Does Incognito think that threatening to slap Martin's mother -- as he did in his foul-mouthed voicemail -- is going to make the young man play better and improve the team's performance?

I understand the role of hazing in building camaraderie. It's probably at its most extreme in football, where player tenure is short and pecking order matters.

But where's the line? When does it shift from demanding to demeaning?

The Dolphins' fan brochure for its Halloween game included team leader Incognito calling Martin "the easiest teammate to scare."

Is that a good-natured jibe, or a way to humiliate a teammate?

"Hazing, in a way, is establishing a kind of masculine social order," said UCLA psychology professor Phillip Atiba Goff. It's a way of establishing one group's dominance by asserting authority over others.

"If you don't have it well-regulated," he said, "it turns into abuse."

And if the person being abused doesn't feel safe speaking up, "that's not a problem with him," Goff said. "That's a problem with us."


We don't know yet what Martin is thinking or plans to do next. The NFL is investigating the team, the tension and Incognito's alleged taunts and threats.

The term "bullying" doesn't do justice to what's been happening in Miami.

"By calling it bullying, we're casting the actors in this terrible drama as adolescents, and forgiving it like these are people coming into themselves, instead of adults who need to be held accountable for basic workplace professionalism," Goff said.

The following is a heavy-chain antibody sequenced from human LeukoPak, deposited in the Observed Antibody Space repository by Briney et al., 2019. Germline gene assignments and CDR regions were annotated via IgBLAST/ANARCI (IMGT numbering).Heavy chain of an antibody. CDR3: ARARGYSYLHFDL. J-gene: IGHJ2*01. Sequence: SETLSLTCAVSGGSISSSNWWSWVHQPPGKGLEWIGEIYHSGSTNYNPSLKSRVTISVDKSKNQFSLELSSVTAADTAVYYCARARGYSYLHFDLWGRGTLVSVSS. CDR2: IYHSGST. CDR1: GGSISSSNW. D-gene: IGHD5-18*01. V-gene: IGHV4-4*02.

"Just because it's normal in football doesn't mean it's OK," he said. "Workplace harassment is normally what you call it when adults engage in this kind of behavior."

Football is a rough, aggressive game, with a premium on toughness. Players take pride in that and people who love the game -- and I do -- admire their passion. The trash-talking Incognito has support because he reflects that mindset.

But Martin represents something just as important; it's what captivates me about the games that I watch on Sundays: the boyish exuberance of big men, the teamwork the sport requires.

This is not about "boys will be boys" and locker room antics. It's about expecting basic standards of respect and civility to govern the workplace -- even when that workplace is the National Football League.

"There is something wrong with any workplace," Goff noted, "where someone feels they're not allowed to say this form of racial harassment and physically threatening behavior is wrong; where they have to leave their job because they don't feel comfortable; where they don't have any allies willing to speak up."

Maybe this will shine new light on an outmoded custom. Hazing isn't a motivational tool that works in the NFL. At best, it's a harmless nod to tradition; at worst, it can feel like a sanctioned source of workplace terrorism.

And maybe it took the guy from Stanford to teach us that lesson.


Twitter: @SandyBanksLAT